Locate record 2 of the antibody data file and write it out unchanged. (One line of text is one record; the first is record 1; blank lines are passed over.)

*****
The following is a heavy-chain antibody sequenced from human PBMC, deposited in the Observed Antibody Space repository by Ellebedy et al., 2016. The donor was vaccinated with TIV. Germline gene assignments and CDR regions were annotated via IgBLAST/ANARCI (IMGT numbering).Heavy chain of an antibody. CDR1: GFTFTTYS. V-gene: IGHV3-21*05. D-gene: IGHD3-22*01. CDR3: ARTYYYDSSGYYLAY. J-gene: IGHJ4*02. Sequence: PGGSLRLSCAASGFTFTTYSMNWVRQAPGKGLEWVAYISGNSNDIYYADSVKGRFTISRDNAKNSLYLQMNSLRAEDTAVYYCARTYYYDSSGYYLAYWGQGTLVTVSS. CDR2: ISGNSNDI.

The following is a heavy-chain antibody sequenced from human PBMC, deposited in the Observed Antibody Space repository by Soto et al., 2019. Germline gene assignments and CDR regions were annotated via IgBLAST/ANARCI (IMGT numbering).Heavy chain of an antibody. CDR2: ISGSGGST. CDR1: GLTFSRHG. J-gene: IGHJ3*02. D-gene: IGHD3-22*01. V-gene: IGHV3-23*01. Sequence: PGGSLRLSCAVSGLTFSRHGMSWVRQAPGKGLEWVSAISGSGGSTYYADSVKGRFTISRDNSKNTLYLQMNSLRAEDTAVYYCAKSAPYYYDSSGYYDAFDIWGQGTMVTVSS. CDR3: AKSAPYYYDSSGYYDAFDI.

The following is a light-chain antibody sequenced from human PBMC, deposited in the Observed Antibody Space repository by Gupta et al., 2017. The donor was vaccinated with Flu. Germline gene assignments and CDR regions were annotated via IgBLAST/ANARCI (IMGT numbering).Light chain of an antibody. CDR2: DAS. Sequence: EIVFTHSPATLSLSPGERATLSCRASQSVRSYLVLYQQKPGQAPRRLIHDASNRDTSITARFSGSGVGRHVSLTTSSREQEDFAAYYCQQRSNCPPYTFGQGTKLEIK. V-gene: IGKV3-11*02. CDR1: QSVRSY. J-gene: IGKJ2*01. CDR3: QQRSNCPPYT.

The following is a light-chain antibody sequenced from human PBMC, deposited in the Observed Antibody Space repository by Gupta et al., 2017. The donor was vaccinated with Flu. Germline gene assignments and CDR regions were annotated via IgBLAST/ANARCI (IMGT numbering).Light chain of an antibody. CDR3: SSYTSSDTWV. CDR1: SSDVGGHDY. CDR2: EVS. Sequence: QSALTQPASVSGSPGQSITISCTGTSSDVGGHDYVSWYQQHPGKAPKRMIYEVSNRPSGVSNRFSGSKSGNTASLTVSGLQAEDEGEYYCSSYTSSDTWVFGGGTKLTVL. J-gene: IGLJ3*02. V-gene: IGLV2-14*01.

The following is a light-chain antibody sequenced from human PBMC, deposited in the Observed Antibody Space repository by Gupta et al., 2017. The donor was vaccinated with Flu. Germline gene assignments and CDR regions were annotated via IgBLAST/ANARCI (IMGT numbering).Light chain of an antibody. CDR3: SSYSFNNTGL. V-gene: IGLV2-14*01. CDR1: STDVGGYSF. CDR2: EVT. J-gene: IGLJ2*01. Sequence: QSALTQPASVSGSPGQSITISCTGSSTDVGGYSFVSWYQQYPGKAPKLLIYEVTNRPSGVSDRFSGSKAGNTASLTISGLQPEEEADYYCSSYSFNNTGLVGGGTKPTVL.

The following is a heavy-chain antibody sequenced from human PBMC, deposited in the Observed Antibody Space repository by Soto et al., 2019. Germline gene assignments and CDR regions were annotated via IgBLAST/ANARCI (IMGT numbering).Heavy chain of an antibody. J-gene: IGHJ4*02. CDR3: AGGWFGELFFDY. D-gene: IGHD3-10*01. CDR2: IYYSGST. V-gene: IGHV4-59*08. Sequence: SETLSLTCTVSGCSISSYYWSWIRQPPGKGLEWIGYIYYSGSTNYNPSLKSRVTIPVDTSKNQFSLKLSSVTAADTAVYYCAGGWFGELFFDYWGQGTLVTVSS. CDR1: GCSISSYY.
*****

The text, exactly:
The following is a heavy-chain antibody sequenced from human PBMC, deposited in the Observed Antibody Space repository by Soto et al., 2019. Germline gene assignments and CDR regions were annotated via IgBLAST/ANARCI (IMGT numbering).Heavy chain of an antibody. CDR2: ISGSGGST. CDR1: GLTFSRHG. J-gene: IGHJ3*02. D-gene: IGHD3-22*01. V-gene: IGHV3-23*01. Sequence: PGGSLRLSCAVSGLTFSRHGMSWVRQAPGKGLEWVSAISGSGGSTYYADSVKGRFTISRDNSKNTLYLQMNSLRAEDTAVYYCAKSAPYYYDSSGYYDAFDIWGQGTMVTVSS. CDR3: AKSAPYYYDSSGYYDAFDI.